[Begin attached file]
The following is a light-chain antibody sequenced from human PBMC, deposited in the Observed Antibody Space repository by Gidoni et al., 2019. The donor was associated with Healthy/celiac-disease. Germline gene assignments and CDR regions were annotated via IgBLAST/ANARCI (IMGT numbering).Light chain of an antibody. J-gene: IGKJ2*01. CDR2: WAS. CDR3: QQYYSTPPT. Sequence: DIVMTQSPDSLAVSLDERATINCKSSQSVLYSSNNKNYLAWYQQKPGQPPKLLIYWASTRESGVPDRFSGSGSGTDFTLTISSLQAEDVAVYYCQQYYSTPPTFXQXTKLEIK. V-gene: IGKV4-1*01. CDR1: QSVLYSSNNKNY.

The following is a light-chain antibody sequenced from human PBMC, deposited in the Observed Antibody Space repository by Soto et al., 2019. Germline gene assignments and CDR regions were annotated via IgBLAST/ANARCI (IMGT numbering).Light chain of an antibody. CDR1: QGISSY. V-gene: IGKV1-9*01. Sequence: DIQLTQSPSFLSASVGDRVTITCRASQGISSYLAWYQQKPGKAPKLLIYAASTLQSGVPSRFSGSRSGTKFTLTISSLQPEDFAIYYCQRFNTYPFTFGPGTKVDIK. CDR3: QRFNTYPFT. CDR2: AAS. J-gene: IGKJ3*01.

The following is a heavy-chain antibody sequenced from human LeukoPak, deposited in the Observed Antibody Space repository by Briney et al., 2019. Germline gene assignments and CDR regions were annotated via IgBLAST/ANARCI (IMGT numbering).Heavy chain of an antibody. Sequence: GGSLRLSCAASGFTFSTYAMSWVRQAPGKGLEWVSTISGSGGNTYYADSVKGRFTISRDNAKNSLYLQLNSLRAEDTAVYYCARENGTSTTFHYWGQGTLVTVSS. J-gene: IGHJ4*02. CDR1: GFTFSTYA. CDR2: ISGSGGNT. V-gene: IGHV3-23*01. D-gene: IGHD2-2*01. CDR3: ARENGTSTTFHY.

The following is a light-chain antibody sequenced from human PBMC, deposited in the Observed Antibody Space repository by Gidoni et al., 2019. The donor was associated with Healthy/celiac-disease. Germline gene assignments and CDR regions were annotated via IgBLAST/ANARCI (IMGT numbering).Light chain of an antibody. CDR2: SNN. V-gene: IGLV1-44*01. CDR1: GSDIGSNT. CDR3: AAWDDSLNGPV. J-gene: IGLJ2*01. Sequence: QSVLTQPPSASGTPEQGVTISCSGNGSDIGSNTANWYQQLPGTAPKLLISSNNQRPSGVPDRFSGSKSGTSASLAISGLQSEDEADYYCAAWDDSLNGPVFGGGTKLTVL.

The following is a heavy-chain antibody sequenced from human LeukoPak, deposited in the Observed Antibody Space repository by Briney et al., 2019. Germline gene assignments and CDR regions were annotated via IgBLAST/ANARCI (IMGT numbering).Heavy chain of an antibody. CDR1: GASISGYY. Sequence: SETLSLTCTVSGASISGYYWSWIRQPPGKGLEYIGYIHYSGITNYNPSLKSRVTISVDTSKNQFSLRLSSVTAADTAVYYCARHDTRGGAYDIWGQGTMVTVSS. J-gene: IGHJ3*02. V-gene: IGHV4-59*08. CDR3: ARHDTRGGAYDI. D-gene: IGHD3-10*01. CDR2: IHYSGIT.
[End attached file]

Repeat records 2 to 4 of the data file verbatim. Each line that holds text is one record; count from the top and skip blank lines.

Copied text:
The following is a light-chain antibody sequenced from human PBMC, deposited in the Observed Antibody Space repository by Soto et al., 2019. Germline gene assignments and CDR regions were annotated via IgBLAST/ANARCI (IMGT numbering).Light chain of an antibody. CDR1: QGISSY. V-gene: IGKV1-9*01. Sequence: DIQLTQSPSFLSASVGDRVTITCRASQGISSYLAWYQQKPGKAPKLLIYAASTLQSGVPSRFSGSRSGTKFTLTISSLQPEDFAIYYCQRFNTYPFTFGPGTKVDIK. CDR3: QRFNTYPFT. CDR2: AAS. J-gene: IGKJ3*01.

The following is a heavy-chain antibody sequenced from human LeukoPak, deposited in the Observed Antibody Space repository by Briney et al., 2019. Germline gene assignments and CDR regions were annotated via IgBLAST/ANARCI (IMGT numbering).Heavy chain of an antibody. Sequence: GGSLRLSCAASGFTFSTYAMSWVRQAPGKGLEWVSTISGSGGNTYYADSVKGRFTISRDNAKNSLYLQLNSLRAEDTAVYYCARENGTSTTFHYWGQGTLVTVSS. J-gene: IGHJ4*02. CDR1: GFTFSTYA. CDR2: ISGSGGNT. V-gene: IGHV3-23*01. D-gene: IGHD2-2*01. CDR3: ARENGTSTTFHY.

The following is a light-chain antibody sequenced from human PBMC, deposited in the Observed Antibody Space repository by Gidoni et al., 2019. The donor was associated with Healthy/celiac-disease. Germline gene assignments and CDR regions were annotated via IgBLAST/ANARCI (IMGT numbering).Light chain of an antibody. CDR2: SNN. V-gene: IGLV1-44*01. CDR1: GSDIGSNT. CDR3: AAWDDSLNGPV. J-gene: IGLJ2*01. Sequence: QSVLTQPPSASGTPEQGVTISCSGNGSDIGSNTANWYQQLPGTAPKLLISSNNQRPSGVPDRFSGSKSGTSASLAISGLQSEDEADYYCAAWDDSLNGPVFGGGTKLTVL.